I spent an entire weekend exploring a demo dungeon from The Elder Scrolls II: Daggerfall. It was created by developers who thought the best way to showcase their efforts was to start underwater, surrounded by monsters. Video game dungeons are dark, perilous places, generally designed by sociopaths. Ladies and gentlemen, Etrian Odyssey 2: Untold.
Atlas’s RPG might open with sun dappled forest avenues, full of cute pastel hued beasts – but you can’t fool me. If I’m moving around one grid square at a time in the four cardinal compass directions fighting turn based random encounters then I know what the deal is.
For the uninitiated, Etrian Odyssey is a franchise rooted in 80s nostalgia. A series of retro RPGs with a reputation for merciless difficulty levels. The “Untold” games are remixes of the earlier Etrian Odyssey titles, tarted up since their original DS releases with added story modes and tweaked to be less intimidating for newcomers. If the idea of tuning an old school dungeon crawl for player comfort seems alien and/or offensive, hear me out.
The full-fat, brutal experience that long term fans expect is still there. You can ramp the difficulty level up and jump into classic mode. The joy of experimenting with party builds and the myriad character classes remains intact. Even the most basic random combat encounter can put you in jeopardy if handled poorly.
Story mode presents you with a cast of anime trope riddled heroes and non-playable characters spout cliched dialogue at every opportunity. It’s pleasant fluff but the frequent interruptions started to wear after a while. It’s worth noting that the dungeon layouts are identical to classic mode, for players who want to try both modes. What the story offers is structure and a ready made party for players who want a meat and potatoes JRPG experience without the deep dive into party management. Both modes allow you to change difficulty mid game.
This is a game of simple pleasures. Even with story mode I soon fell into the familiar rhythm of exploration and retreats back to town. The act of filling in every detail on the map and leaving annotations was so satisfying I couldn’t bring myself to try the automapping settings.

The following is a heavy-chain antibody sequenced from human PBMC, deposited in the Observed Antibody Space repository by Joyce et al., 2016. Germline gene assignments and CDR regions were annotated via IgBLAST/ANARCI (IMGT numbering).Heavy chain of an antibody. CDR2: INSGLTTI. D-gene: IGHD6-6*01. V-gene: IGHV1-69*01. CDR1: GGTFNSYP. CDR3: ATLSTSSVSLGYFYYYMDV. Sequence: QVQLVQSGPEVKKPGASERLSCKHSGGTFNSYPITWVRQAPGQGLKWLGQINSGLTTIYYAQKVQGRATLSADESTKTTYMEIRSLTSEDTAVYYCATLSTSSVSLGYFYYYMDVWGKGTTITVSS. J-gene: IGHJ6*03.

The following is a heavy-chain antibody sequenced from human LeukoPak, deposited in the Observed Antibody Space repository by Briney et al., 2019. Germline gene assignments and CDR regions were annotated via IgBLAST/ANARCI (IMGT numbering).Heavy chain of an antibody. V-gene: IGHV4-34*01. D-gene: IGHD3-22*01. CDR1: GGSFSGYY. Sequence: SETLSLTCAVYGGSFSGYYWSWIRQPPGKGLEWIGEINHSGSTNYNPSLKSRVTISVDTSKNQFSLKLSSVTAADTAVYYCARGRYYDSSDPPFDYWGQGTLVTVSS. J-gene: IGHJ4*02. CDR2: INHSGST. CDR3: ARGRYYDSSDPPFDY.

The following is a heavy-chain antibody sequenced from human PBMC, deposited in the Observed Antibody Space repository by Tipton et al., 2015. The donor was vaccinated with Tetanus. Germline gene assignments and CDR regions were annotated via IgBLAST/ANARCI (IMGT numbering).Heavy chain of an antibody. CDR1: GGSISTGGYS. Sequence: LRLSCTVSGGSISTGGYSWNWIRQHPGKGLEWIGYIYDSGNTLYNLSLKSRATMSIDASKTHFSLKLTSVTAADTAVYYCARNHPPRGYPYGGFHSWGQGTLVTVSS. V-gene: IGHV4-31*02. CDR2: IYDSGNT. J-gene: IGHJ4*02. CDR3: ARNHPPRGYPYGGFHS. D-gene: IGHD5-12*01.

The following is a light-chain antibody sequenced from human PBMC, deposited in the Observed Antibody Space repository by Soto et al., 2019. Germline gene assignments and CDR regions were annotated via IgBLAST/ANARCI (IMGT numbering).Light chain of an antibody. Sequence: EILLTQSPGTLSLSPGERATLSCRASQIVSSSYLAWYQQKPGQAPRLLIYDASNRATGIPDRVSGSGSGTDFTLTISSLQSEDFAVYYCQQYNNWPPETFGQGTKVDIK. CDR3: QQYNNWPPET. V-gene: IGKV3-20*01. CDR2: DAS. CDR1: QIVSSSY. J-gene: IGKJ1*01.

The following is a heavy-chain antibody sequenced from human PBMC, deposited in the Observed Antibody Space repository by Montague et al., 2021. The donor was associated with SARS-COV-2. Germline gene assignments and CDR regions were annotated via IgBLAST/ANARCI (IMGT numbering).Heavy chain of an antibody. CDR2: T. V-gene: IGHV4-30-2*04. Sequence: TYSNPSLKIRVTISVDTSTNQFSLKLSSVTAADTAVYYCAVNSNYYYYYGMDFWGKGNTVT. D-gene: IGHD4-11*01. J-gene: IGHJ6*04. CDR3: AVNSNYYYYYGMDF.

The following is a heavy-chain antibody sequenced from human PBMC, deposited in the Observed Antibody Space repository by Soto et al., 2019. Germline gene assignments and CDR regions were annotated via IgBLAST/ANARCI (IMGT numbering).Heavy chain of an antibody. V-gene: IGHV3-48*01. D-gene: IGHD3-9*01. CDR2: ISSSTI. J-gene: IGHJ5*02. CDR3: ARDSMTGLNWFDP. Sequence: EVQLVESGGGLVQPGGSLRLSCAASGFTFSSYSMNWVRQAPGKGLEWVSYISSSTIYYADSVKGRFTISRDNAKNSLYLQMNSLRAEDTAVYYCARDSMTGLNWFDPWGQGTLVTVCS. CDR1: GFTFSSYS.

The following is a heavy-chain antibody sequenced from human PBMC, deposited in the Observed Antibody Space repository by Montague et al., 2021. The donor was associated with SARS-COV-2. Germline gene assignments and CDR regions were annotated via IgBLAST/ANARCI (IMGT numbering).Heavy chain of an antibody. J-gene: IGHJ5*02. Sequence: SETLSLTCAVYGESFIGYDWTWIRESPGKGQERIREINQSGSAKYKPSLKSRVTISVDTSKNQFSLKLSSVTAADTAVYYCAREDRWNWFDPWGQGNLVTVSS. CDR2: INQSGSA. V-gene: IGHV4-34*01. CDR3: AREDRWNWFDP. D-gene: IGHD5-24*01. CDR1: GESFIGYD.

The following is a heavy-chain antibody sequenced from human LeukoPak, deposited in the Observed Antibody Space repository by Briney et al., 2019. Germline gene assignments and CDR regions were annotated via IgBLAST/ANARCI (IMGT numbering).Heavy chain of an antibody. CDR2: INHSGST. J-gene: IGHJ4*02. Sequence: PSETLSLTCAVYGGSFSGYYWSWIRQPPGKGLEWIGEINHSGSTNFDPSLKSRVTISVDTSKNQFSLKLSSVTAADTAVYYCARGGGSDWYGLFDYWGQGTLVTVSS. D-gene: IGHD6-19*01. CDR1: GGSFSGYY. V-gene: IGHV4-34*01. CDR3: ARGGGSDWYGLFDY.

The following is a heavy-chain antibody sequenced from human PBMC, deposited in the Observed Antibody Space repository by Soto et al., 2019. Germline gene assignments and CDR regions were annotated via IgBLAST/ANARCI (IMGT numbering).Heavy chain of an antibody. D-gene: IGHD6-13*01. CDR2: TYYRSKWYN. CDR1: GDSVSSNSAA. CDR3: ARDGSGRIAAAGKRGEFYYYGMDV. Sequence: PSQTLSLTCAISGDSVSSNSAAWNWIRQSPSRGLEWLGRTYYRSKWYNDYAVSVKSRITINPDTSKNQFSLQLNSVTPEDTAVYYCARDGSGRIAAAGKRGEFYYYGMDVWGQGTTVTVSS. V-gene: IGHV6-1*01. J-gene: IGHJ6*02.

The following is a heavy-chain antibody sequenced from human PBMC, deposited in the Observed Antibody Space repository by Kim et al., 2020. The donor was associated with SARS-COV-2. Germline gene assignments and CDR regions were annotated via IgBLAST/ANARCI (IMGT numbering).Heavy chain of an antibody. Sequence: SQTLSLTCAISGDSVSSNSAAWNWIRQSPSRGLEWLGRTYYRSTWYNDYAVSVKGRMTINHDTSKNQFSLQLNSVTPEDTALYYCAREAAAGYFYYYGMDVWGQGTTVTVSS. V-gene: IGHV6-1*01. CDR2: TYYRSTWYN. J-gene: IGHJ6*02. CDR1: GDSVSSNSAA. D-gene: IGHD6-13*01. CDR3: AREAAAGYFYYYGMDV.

There’s a great contradiction in a game that can steamroll you in minutes, but remains a restful experience even while it’s knocking off your party members one by one. There are moments of tension provided by Etrian Odyssey’s trademark unique selling point; the foes. Wandering monsters show up on your map and serve as boss encounters for the reckless. Or, if you’re feeling cautious, increasingly complex navigation puzzles.
Tricking the FOE into environmental hazards can weaken them. Most are avoidable, but they continue to move around the map like clockwork while combat encounters plays out. If a FOE stumbles into you mid-scrap they’ll join in. This is something that the level design seeks to exploit, leading to situations involving many FOEs that cascade out of control if not dealt with swiftly.
Ever since it’s 2007 debut on the original Nintendo DS, the series has boasted impressive production values. This entry is no exception; dungeon environments and their denizens are full of character and minor detail. The moe character art stays on the right side of the cute / creepy divide for the most part. It is beautifully executed and there’s some impressive anime movie cut-scenes at key points in the story mode. The whole package oozes quality and a cheerful disposition. It feels like technological witchcraft compared to the 80s classics that inspired it.
Like most handheld RPGs Etrian Odyssey 2: Untold is designed to be a massive time-sink. It’s an experience to chip away at bit by bit over a long period of time, but one I was more than willing to spend the occasional lengthy session with. Although there’s few surprises to be had for franchise devotees and genre diehards, there’s a comforting familiarity and sense of depth to everything it does.